The species is threatened by a) its infrequency due to lack of old oaks, b) a severe shortage of intermediate aged oaks to replace the old veteran oaks colonized by H. croceus, c) old oaks that are dying prematurely due to shading from surrounding trees and d) maintenance of parks, pastures and nature reserves sometimes results in damaged or dead oaks or parts of oaks being removed, which is also unfavorable at the sites where the species occurs.

Agriculture & aquacultureLogging & wood harvestingOther threat

Conservation Actions

Old oaks colonized by H. croceus and other potential veteran oak trees must be protected. Entire stands of uneven-aged oak must be preserved in landscapes where H. croceus occurs.

Site/area managementSpecies managementSpecies re-introductionAwareness & communications

Research needed

A better knowledge of the species ecology, in particular its population biology; at what conditions does it establish, its potential to successfully disperse and colonize at low population densities. Research should also be conducted to investigate the potential to establish H . croceus by mycelial inocculation into oaks.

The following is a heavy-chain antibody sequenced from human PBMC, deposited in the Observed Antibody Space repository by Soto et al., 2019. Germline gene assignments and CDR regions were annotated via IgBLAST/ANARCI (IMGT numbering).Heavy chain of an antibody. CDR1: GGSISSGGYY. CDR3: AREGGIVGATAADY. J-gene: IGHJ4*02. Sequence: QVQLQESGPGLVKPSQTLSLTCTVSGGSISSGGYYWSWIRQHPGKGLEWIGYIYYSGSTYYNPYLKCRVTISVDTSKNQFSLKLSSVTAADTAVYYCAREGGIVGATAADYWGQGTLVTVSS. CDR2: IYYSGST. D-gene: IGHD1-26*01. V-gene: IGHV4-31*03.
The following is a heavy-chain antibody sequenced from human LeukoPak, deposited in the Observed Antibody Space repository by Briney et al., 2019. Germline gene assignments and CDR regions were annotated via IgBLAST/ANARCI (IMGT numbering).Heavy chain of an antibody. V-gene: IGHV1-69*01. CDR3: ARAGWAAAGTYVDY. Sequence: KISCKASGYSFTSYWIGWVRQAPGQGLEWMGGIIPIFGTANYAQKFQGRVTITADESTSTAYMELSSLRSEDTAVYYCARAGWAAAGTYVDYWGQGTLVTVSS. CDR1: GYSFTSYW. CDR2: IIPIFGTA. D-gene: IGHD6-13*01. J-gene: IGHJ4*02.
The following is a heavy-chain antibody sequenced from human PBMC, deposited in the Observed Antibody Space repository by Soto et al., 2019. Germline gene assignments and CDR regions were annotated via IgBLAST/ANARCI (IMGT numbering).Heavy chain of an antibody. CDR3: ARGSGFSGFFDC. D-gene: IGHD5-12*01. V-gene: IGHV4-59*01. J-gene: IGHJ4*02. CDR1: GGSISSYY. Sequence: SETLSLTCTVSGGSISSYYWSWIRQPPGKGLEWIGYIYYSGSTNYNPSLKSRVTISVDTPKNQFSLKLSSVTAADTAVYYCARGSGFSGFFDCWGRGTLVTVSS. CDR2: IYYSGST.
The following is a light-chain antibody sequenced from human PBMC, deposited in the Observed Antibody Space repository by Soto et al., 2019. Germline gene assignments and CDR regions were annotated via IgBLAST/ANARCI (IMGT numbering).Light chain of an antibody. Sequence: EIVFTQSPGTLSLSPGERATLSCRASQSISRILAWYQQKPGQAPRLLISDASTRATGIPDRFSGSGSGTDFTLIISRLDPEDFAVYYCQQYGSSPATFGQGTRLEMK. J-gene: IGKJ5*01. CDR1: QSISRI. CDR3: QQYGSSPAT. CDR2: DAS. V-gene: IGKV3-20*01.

Life history & ecologySpecies Action/Recovery Plan

Use and Trade


Dahlberg A & Croneborg H. 2003. 33 threatened fungi in Europe. Complementary and revised information on candidates for listing in Appendix I of the Bern Convention T-PVS (2001) 34 rev 2.
Artsdatabanken 2010. Safrankjukem,Hapalopilus croceus (Fact sheet in Norwegian). Artsdatabankens faktaark ISSN1504-9140 nr. 137, Tronheim, Norway.  http://www2.artsdatabanken.no/faktaark/Faktaark137.pdf 
ArtDatabanken 2012. Hapalopilus croceus, saffransticka (Fact sheet in Swedish).Uppsala, Sweden.  http://www.artfakta.se/Artfaktablad/Hapalopilus_Croceus_121.pdf
Gärdenfors, U (ed), 2010. Red-listed Species in Sweden 2010. ArtDatabanken, SLU, Uppsala.
Kålås J A,  Viken V,  Henriksen S and. Skjelseth S (eds). 2010. Norwegian Biodiversity Information Centre, Norway. 480 pages.

Otto P, 2011. Ecology and chorology of 51 selected fungal species. Draft, Leipzig (unpublished)

Sunhede, S. 1997. Vedsvampar på ek – 5. Saffransticka. [Wood fungi on oak – 5.
Hapalopilus croceus]. Ekbladet 12: 19-23.S

Sunhede, S. & Vasiliauskas, R. 2003. Hotade tickor på ek i Litauen. [Threatenad polypores on oak in Lithuania]. Svensk Bot. Tidskr. 97: 252-265.

Known distribution - countries

Regional Population and Trends

Country Trend Redlisted